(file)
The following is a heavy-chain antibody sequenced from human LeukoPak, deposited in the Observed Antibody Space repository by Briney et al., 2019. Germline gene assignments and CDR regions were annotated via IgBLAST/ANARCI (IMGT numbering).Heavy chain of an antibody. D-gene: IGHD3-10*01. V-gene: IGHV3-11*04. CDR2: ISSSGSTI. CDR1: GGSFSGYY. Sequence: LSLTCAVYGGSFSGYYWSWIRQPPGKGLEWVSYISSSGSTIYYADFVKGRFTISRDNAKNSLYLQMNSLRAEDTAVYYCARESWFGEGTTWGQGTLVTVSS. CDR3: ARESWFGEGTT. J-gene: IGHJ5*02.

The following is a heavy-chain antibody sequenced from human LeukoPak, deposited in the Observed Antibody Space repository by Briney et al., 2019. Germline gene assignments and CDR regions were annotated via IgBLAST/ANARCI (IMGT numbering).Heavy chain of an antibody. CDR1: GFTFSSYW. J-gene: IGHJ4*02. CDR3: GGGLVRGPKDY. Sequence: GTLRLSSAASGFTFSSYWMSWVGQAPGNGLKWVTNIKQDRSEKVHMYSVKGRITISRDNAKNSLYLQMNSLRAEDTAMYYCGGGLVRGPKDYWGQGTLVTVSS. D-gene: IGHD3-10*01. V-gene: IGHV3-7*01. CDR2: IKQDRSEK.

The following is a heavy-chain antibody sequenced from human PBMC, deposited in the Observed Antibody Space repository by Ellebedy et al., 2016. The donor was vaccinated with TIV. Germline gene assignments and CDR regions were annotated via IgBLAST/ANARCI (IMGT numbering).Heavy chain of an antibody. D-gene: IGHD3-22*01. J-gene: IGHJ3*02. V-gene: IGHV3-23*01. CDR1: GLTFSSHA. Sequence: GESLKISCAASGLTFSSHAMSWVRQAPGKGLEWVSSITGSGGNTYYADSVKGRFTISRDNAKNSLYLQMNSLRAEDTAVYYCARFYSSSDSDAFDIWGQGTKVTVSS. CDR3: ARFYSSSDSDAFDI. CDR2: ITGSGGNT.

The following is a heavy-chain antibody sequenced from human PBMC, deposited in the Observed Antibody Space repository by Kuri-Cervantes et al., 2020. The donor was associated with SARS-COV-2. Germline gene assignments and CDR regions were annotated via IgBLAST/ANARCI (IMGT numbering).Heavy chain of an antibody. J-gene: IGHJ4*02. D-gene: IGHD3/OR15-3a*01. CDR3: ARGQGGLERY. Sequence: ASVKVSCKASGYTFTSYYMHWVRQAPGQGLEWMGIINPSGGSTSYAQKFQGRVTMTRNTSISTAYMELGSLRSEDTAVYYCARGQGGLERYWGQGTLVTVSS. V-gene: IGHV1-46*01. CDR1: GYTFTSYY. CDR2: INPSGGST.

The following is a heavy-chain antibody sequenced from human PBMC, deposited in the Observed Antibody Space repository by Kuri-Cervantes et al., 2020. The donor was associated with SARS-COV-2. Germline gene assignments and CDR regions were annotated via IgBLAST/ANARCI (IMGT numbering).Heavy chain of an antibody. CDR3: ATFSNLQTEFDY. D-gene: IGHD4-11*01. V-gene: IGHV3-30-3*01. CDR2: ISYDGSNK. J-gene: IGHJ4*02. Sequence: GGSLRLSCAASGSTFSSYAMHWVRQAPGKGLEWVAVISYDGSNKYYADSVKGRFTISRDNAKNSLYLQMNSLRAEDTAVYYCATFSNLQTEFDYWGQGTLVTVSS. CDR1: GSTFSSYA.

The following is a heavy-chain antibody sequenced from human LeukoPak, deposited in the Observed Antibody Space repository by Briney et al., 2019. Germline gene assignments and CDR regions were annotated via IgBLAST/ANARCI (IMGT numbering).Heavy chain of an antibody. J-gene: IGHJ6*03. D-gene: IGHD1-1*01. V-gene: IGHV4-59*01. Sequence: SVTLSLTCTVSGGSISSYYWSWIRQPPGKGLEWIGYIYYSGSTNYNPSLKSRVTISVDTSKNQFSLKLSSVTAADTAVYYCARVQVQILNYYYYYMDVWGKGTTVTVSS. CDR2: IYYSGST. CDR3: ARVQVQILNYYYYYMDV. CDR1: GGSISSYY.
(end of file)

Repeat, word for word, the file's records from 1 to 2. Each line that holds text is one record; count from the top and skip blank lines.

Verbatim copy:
The following is a heavy-chain antibody sequenced from human LeukoPak, deposited in the Observed Antibody Space repository by Briney et al., 2019. Germline gene assignments and CDR regions were annotated via IgBLAST/ANARCI (IMGT numbering).Heavy chain of an antibody. D-gene: IGHD3-10*01. V-gene: IGHV3-11*04. CDR2: ISSSGSTI. CDR1: GGSFSGYY. Sequence: LSLTCAVYGGSFSGYYWSWIRQPPGKGLEWVSYISSSGSTIYYADFVKGRFTISRDNAKNSLYLQMNSLRAEDTAVYYCARESWFGEGTTWGQGTLVTVSS. CDR3: ARESWFGEGTT. J-gene: IGHJ5*02.

The following is a heavy-chain antibody sequenced from human LeukoPak, deposited in the Observed Antibody Space repository by Briney et al., 2019. Germline gene assignments and CDR regions were annotated via IgBLAST/ANARCI (IMGT numbering).Heavy chain of an antibody. CDR1: GFTFSSYW. J-gene: IGHJ4*02. CDR3: GGGLVRGPKDY. Sequence: GTLRLSSAASGFTFSSYWMSWVGQAPGNGLKWVTNIKQDRSEKVHMYSVKGRITISRDNAKNSLYLQMNSLRAEDTAMYYCGGGLVRGPKDYWGQGTLVTVSS. D-gene: IGHD3-10*01. V-gene: IGHV3-7*01. CDR2: IKQDRSEK.